Session|séance 5.1. Sound, Identity, Collectivity
Room 11-452. Chair: Raymond Baril.
Thursday|jeudi 24 May|mai 2018. 2:00 - 4:00PM
5.1.1. Aesthetics of Social Ordering: Exploring Concert Programs of the Women’s Musical Club of Edmonton
Jennifer Messelink, McGill University
During the early 20th century women’s musical clubs guided and influenced local musical life through an allied promotion of “good” music. By 1919 there were more than six hundred clubs in the United States, and in Canada sixteen clubs were founded between 1889 and 1933. Edmonton was no exception, and the Women’s Musical Club of Edmonton (WMCE) was formed in 1908. Musical clubs across North America showed remarkable uniformity in their constitutions, public goals, and rhetorical persuasion. It is no coincidence that scholarship on women’s clubs has also tended to focus on similar patterns and practices. One commonly noted feature has been their predilection for organizing concerts according to a particular theme.
This paper suggests that overlooking the historical significance of concert planning based on themes obscures the ideological function of categorizing and hierarchizing music. Rather than assuming there is a gendered passivity in the women’s “fondness” for theme concerts, they can be understood as a strategic method of social ordering. Drawing from William Weber’s notion of “musical idealism,” I will first situate Edmonton in the broader historical movement that linked aesthetics to moral and social value, and secondly examine the composers, repertory, nationalities, races, and genders represented in concert programs between 1911-1926. My paper focuses on the negotiation between the practice of miscellany – the principle in which an audience with a variety of tastes comes together to hear the same program – and the less inclusive concerts based on themes, often referred to by musical clubs as a “course of study.”
Audrey Vardanega, The New School
This paper explores how Chinese women pianists in the American Conservatory refigure Romanticism through their embodied performances. Romantic paradigms traditionally demand the disappearance of the performer’s self in the service of conveying the composer’s ideals; however, Chinese women tacitly invert these expectations by making their particularity central to their performances. Using my own interviews of Chinese women enrolled in American conservatories, I examine how they straddle two different relationships to the piano in China and the United States, both of which extend from Romantic logics of music’s sublimity. The post-Cultural Revolution Chinese state regulates a familial relationship to the piano; the piano served and continues to serve as a critical object of nuclear familial cohesion through projects like the one-child policy. The American Conservatory, however, disciplines an individual relationship to the piano through its institutional structure and its demand for solitary practice regimes, engendering salient feelings of loneliness in my respondents given their deep experiences of the Chinese context. My respondents use bodied means to invert what was once an imposition upon them into a creative force. By performing in alignment with Romantic demands, Chinese women attend to their own particularity. This act of inversion through performance generates worlds in which Chinese women refigure norms by affirming the slippages within them.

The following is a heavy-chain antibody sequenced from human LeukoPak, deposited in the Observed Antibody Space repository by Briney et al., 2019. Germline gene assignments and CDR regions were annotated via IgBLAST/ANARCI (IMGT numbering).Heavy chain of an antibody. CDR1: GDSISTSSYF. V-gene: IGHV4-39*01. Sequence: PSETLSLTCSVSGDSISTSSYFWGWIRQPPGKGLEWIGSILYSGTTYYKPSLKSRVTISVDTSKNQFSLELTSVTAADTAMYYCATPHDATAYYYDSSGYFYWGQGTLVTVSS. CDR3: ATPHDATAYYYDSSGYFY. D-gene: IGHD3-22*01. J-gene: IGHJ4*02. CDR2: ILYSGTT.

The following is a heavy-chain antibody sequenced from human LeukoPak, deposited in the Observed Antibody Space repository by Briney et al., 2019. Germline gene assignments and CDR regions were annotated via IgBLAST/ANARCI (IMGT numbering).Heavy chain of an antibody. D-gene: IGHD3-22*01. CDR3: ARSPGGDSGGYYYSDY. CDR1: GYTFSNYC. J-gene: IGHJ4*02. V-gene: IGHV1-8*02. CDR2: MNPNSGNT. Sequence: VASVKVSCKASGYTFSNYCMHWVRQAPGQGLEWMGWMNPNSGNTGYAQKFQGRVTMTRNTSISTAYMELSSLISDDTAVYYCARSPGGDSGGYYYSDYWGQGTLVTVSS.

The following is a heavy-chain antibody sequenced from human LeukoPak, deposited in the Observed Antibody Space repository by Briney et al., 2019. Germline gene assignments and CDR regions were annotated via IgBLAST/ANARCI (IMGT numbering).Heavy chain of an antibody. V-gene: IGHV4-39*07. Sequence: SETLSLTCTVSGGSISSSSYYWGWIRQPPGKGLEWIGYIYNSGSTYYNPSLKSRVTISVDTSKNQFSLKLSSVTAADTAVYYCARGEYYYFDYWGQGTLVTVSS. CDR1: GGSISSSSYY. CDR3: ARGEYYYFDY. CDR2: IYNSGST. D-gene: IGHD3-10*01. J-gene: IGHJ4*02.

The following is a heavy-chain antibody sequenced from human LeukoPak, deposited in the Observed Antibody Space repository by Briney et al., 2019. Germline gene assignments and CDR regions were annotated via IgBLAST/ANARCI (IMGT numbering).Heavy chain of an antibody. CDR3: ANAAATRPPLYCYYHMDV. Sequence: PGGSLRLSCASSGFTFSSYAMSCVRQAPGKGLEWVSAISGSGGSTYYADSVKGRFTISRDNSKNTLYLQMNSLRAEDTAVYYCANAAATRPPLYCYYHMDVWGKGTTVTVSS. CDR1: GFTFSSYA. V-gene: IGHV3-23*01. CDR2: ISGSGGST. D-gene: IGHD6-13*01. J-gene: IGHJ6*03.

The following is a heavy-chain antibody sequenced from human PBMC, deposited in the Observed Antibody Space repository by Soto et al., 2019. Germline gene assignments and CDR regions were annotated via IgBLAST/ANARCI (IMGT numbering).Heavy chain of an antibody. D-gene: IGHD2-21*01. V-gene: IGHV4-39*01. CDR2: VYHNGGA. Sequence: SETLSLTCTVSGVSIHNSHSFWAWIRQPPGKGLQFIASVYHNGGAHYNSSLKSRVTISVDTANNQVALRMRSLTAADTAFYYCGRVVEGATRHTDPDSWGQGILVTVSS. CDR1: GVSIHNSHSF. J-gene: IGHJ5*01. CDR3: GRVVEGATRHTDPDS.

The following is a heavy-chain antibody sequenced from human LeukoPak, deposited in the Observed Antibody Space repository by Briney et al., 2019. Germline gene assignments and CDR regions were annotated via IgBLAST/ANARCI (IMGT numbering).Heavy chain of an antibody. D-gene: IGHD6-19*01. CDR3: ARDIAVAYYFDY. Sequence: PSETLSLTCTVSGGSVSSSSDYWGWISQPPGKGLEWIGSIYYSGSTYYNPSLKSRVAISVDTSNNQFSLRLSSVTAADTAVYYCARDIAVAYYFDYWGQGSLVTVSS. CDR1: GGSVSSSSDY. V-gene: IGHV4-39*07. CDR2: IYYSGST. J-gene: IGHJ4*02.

Kaitlin Sly, University of Victoria
Previous studies by Dr. Aniruddh Patel have suggested that a nation's instrumental music reflects the prosody of its language . Speech rhythm has been shown to be reflected in musical rhythm, in that the rhythm of words influences the rhythm of melodies, giving melodies a language-like rhythmic pattern . It has been suggested that our perceptual systems are sensitive to language rhythmic and melodic patterns from a young age, and so we internalize these patterns as we develop . Thus, when a composers writes music, they can consciously or unconsciously draw on these patterns. In this study, we attempt to draw on some of the conclusions and methodologies from the work of Patel, et. al, to explore possible similarities between the Japanese language and Japanese folk music. By taking segmented samples of Japanese speech and comparing these to Japanese folk music from the Edo Period using Vamp plugins, results show some indications that Japanese language could influence Japanese folk music.